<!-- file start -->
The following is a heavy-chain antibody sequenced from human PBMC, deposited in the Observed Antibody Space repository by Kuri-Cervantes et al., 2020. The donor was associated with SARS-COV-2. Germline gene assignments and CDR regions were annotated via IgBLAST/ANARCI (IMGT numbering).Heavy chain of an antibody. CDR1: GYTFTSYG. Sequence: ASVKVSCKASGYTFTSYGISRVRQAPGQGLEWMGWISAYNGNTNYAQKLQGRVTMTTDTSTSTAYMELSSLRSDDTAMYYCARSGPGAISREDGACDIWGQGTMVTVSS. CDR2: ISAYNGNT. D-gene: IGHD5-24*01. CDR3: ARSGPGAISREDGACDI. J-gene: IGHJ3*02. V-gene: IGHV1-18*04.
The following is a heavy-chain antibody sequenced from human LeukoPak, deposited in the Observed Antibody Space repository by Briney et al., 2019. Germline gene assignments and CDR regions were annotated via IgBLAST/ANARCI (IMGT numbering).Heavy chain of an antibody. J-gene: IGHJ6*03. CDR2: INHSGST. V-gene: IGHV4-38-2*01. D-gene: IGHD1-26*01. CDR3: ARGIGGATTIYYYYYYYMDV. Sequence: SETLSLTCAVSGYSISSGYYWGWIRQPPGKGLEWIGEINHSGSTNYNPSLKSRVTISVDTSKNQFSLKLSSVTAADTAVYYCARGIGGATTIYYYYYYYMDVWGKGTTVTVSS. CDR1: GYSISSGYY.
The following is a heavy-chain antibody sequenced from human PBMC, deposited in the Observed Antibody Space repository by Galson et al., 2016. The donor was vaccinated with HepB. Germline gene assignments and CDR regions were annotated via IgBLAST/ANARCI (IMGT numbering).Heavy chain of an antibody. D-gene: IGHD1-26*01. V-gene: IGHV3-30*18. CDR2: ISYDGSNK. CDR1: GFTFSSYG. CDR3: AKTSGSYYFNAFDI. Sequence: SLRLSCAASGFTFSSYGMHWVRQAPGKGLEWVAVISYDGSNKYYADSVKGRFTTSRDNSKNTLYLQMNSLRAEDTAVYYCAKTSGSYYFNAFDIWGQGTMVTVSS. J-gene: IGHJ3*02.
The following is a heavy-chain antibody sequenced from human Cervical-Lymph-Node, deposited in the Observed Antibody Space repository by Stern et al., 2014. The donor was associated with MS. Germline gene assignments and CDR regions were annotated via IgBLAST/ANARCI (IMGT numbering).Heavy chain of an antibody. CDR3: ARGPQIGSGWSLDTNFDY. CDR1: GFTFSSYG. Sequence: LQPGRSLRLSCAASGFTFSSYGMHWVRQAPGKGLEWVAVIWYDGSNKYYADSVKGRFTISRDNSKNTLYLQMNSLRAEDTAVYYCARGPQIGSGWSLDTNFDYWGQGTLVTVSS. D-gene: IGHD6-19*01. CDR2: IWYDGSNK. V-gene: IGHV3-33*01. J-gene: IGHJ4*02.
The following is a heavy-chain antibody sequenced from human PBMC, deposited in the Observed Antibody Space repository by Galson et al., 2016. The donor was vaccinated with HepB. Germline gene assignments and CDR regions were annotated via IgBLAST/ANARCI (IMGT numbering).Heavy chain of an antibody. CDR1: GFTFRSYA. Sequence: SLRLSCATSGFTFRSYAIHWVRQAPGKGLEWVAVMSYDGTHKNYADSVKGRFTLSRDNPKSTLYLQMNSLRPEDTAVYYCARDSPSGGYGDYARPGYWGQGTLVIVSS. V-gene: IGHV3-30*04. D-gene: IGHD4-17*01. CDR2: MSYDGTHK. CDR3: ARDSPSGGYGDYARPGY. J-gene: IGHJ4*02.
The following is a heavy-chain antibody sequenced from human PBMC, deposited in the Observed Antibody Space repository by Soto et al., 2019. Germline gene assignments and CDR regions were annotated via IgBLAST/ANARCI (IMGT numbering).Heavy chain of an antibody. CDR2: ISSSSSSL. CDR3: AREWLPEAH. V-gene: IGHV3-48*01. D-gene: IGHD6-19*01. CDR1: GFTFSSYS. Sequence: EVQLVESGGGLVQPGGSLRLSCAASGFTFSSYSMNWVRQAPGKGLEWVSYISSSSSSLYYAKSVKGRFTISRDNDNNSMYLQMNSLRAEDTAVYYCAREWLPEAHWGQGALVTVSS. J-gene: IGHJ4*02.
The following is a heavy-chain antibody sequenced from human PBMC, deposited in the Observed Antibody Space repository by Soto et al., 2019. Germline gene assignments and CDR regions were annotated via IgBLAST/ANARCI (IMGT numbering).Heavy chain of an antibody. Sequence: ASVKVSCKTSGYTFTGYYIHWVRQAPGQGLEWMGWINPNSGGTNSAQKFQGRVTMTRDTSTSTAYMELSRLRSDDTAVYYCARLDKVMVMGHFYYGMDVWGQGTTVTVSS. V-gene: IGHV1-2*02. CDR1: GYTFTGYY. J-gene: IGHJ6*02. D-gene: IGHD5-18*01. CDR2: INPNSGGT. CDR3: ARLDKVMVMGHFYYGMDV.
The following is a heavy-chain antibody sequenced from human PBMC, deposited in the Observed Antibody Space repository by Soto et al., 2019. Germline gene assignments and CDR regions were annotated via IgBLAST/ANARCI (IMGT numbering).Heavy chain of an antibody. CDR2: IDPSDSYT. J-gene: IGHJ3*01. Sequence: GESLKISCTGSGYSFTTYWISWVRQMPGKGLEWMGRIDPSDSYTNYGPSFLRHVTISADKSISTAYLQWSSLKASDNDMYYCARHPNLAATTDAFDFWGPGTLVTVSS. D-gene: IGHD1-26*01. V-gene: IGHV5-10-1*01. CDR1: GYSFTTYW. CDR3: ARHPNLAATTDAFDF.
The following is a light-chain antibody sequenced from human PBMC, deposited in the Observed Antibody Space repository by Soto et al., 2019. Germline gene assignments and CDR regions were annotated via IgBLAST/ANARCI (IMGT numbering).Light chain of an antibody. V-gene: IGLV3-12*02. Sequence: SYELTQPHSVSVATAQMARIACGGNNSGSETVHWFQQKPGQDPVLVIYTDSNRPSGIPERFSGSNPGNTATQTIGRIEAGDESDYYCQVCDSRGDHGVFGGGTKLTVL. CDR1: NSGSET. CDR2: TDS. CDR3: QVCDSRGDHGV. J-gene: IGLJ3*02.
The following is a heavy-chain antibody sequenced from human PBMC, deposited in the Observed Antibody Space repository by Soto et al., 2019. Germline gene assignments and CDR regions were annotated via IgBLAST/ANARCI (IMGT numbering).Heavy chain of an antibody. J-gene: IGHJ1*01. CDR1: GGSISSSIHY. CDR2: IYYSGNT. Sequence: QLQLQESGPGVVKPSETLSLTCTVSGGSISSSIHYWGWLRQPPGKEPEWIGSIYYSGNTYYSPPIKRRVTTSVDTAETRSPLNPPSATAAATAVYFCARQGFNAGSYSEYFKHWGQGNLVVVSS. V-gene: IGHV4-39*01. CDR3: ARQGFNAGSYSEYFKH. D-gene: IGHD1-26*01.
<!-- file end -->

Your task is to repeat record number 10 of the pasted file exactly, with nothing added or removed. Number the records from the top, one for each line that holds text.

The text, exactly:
The following is a heavy-chain antibody sequenced from human PBMC, deposited in the Observed Antibody Space repository by Soto et al., 2019. Germline gene assignments and CDR regions were annotated via IgBLAST/ANARCI (IMGT numbering).Heavy chain of an antibody. J-gene: IGHJ1*01. CDR1: GGSISSSIHY. CDR2: IYYSGNT. Sequence: QLQLQESGPGVVKPSETLSLTCTVSGGSISSSIHYWGWLRQPPGKEPEWIGSIYYSGNTYYSPPIKRRVTTSVDTAETRSPLNPPSATAAATAVYFCARQGFNAGSYSEYFKHWGQGNLVVVSS. V-gene: IGHV4-39*01. CDR3: ARQGFNAGSYSEYFKH. D-gene: IGHD1-26*01.